WHEN an ordinary workman digs out from the quarry a block of sandstone, it may seem to him but so many square feet of rock that may be used in building a wall. If his attention. should be attracted to the curious marks that appear on its surface, they will do little more than excite a momentary curiosity. But let the keen eyes of a Hugh Miller or an Agassiz rest upon this rock, and it becomes instantly a record of the deepest significance. These mysterious marks become hieroglyphics instinct with meaning; and in tracing them out there is revealed the history of an undated past. In the curling surface of the rock the geologist detects the ripple-marks that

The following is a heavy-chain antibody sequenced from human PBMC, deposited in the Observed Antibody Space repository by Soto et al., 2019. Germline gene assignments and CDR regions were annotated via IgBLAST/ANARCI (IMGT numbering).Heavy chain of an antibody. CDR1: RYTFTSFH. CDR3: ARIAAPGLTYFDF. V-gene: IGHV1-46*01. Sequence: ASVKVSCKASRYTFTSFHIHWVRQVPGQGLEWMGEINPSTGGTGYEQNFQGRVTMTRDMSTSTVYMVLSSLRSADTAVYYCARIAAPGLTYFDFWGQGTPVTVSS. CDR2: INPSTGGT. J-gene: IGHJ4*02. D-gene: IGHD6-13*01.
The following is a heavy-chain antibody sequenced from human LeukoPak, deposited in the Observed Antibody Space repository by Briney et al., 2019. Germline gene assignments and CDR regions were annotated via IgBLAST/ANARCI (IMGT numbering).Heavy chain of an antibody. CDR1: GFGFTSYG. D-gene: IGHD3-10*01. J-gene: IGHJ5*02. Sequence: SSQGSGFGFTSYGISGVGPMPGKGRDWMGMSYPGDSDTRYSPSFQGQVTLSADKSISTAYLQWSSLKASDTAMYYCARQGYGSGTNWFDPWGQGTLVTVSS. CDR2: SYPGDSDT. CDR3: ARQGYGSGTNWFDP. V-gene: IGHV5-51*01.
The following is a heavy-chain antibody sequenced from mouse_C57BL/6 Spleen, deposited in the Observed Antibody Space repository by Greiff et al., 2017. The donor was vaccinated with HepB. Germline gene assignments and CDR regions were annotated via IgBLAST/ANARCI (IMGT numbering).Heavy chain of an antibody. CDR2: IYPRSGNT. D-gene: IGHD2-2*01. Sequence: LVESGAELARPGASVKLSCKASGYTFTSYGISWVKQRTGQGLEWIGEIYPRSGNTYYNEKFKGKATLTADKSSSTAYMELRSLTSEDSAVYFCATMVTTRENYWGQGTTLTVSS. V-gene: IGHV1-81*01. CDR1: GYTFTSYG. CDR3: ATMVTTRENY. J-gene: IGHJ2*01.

tell the story of an ancient sea that rolled its peaceful waves along the beach during the long, still summer night, and of the morning breeze that covered gently with the sifted sand the traces of this rippling tide, and sealed them up in perpetual remembrance. In the dotted marks that indent it, he sees the trace of the pattering rain-drops that came suddenly down from the summer sky upon the smooth, dry strand, and passing quickly away, left braided on the retiring cloud that beautiful bow that was afterward selected by God as the symbol of hope to man. And as he looks yet closer, he finds the footprints of living things, that have here daguerreotyped themselves to distant generations. A yet further examination reveals to him the very forms of the ancient dwellers in these waters, entombed in this enduring sarcophagus, and presenting in strong hieroglyphics at once their biography and their epitaph. In the structure of their jaws, and the contents of their stomachs, they betray the nature of their food; in the forms of their fins and skeletons, they evince their habits; and in the attitude of terror, resistance, and struggle that they bear, they tell the story of a sudden and violent death. There rises thus to the reading eye the picture of this ancient world, with its swarming tribes of life; now gambolling in the sunshine; now fleeing in terror before the tempest and the earthquake; and now lashing the waves into foam in the fury of their deadly and terrible contests. Other fossils will tell him the story of a more advanced period in the earth's history. In the stomachs of the huge saurians that he finds, are yet preserved the undigested remains of the enormous reptile, the capture of which demanded that terrible combat, which in the end may have cost the victor his life, by a fit of saurian dyspepsia. In others he finds the remains of the very vegetables and trees whose enormous fossils are built into the coal measures, or deposited beside the unwieldy frame that once devoured them. As the geologist gazes on these stony pictures, there rise to his eye those ancient forests and marshes, with their towering tree ferns waving like queenly palms in the hot and mephitic atmosphere; reeds that stand like the mast of "some tall admiral;" and huge club-mosses shooting fifty feet in the air; while rolling their ponderous bulk in the tepid waters, or browsing lazily amid this gigantic herbage, are reptiles to which the crocodile of the Nile is but a whisking lizard, and forms of mylodon, megatherium, and dinotherium, that seem but the horrid creations of the sick man's dream.